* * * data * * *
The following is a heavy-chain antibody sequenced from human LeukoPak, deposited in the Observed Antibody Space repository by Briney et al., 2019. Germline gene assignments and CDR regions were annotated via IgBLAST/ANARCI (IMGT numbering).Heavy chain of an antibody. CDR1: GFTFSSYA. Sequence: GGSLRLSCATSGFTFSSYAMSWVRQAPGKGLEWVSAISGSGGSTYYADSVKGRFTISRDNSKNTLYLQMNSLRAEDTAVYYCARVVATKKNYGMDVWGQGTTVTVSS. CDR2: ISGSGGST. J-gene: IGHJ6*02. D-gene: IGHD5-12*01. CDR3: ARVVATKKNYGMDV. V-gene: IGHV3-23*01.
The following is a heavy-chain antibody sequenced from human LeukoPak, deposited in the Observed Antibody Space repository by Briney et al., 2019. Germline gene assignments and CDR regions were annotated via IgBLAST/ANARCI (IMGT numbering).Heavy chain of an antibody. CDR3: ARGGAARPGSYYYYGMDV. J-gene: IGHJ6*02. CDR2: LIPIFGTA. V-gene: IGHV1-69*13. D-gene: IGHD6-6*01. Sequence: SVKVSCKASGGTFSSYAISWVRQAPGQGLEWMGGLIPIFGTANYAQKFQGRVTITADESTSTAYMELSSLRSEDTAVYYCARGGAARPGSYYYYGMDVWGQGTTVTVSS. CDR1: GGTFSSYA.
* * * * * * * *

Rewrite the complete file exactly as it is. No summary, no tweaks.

The following is a heavy-chain antibody sequenced from human LeukoPak, deposited in the Observed Antibody Space repository by Briney et al., 2019. Germline gene assignments and CDR regions were annotated via IgBLAST/ANARCI (IMGT numbering).Heavy chain of an antibody. CDR1: GFTFSSYA. Sequence: GGSLRLSCATSGFTFSSYAMSWVRQAPGKGLEWVSAISGSGGSTYYADSVKGRFTISRDNSKNTLYLQMNSLRAEDTAVYYCARVVATKKNYGMDVWGQGTTVTVSS. CDR2: ISGSGGST. J-gene: IGHJ6*02. D-gene: IGHD5-12*01. CDR3: ARVVATKKNYGMDV. V-gene: IGHV3-23*01.
The following is a heavy-chain antibody sequenced from human LeukoPak, deposited in the Observed Antibody Space repository by Briney et al., 2019. Germline gene assignments and CDR regions were annotated via IgBLAST/ANARCI (IMGT numbering).Heavy chain of an antibody. CDR3: ARGGAARPGSYYYYGMDV. J-gene: IGHJ6*02. CDR2: LIPIFGTA. V-gene: IGHV1-69*13. D-gene: IGHD6-6*01. Sequence: SVKVSCKASGGTFSSYAISWVRQAPGQGLEWMGGLIPIFGTANYAQKFQGRVTITADESTSTAYMELSSLRSEDTAVYYCARGGAARPGSYYYYGMDVWGQGTTVTVSS. CDR1: GGTFSSYA.